Most genocide memorial sites are not well preserved, posing a risk of losing valuable information related to the country’s tragic history, parliament has established.
Besides poor and insufficient infrastructure, there’s lack of archives in most memorial sites which leaves them short of key features like names of victims laid to rest, describing of the history of the area where the site is located and the type of weapons that were used in the killing.
These are some of the problems confirmed by the Parliamentary Standing Committee on Unity, Human Rights and fight against Genocide during field trips across the country to ascertain the accuracy of the content of annual reports from two institutions.
The reports were published by the National Human Rights Commission (NHRC) as well as the National Commission for the Fight against Genocide (CNLG).
“We are evaluating different things, including assessing memorial sites because we are heading into the commemoration period in April; how are they preserved? How are they managed? Will they still be well preserved in the commemoration period?” explained MP Francis Karemera, the Deputy Chairperson of the committee.
Karemera was accompanied by MPs Annoncée Manirarora and Winnifred Niyitegeka.
“We were shown how the memorial sites in Rwamagana district are preserved,” Karemera said.
For example, he added, the memorial sites in Rwamagana are below standard yet government officials say these are well preserved sites.
Before vising Rwamagana, MPs toured genocide memorial sites in Nyagatare and Gatsibo districts.
“In Gatsibo, Kiziguro memorial site is fine albeit with lack of some requirements,” said Karemera, adding that authorities there had already carried out a study, which revealed the gaps.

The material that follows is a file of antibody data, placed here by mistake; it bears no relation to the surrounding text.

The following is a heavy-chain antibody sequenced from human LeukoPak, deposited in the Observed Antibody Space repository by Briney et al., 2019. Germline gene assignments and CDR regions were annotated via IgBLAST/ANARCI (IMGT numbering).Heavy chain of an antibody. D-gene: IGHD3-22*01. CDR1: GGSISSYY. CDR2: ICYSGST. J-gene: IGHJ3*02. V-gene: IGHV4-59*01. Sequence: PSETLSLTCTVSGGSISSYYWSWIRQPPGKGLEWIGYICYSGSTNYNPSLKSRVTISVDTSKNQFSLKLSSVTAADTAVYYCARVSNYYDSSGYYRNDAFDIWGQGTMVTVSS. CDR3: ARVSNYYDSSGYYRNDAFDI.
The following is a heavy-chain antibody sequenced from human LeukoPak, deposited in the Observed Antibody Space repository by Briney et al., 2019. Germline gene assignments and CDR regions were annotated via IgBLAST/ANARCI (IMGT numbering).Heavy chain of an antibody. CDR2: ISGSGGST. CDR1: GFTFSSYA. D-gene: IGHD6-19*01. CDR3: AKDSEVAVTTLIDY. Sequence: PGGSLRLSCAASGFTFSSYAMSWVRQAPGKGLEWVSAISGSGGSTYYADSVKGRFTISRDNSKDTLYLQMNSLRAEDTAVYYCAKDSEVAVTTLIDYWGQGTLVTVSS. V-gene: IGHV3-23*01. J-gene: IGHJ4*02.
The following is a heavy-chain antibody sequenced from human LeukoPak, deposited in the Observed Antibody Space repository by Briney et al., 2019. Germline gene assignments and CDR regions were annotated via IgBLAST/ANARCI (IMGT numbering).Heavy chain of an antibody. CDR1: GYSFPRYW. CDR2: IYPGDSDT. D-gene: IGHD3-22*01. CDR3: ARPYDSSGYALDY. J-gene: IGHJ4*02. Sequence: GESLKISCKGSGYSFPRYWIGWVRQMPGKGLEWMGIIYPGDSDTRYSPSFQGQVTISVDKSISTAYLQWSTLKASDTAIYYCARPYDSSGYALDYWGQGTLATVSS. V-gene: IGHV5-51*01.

“They are about to start phase one to construct it in a proper way,” he said.
Meanwhile, the MPs are also assessing whether responsible authorities have renovated dilapidated houses of genocide survivors.
They also want to find out if the districts have plans to renovate survivors’ homes.
Throughout their tour, the MPs offered advice to local government authorities on how to address the problems that were raised.
Districts authorities largely cited financial constraints as the main challenge undermining their efforts to improve the standards of the memorial sites.
“The role of parliament is to do advocacy for them so that they get enough budget to implement their plan,” he noted.
He also called for local leaders and stakeholders to give special attention to vulnerable families, especially the survivors of the Genocide against the Tutsi.
“There are children who need to go to school. There are survivors with disability who have no capacity to get medical services, they should check on them and help them, and whenever they get it difficult, they should tell us so we do advocacy for them,” he said.
Dorothea Mukanjishi, 53, lives in the same house with her mother. They are both genocide survivors.
“When they gave us houses we thought that was all, but when we see them like we did today reminds us that in case we get a problem they will be there for us,” she explained.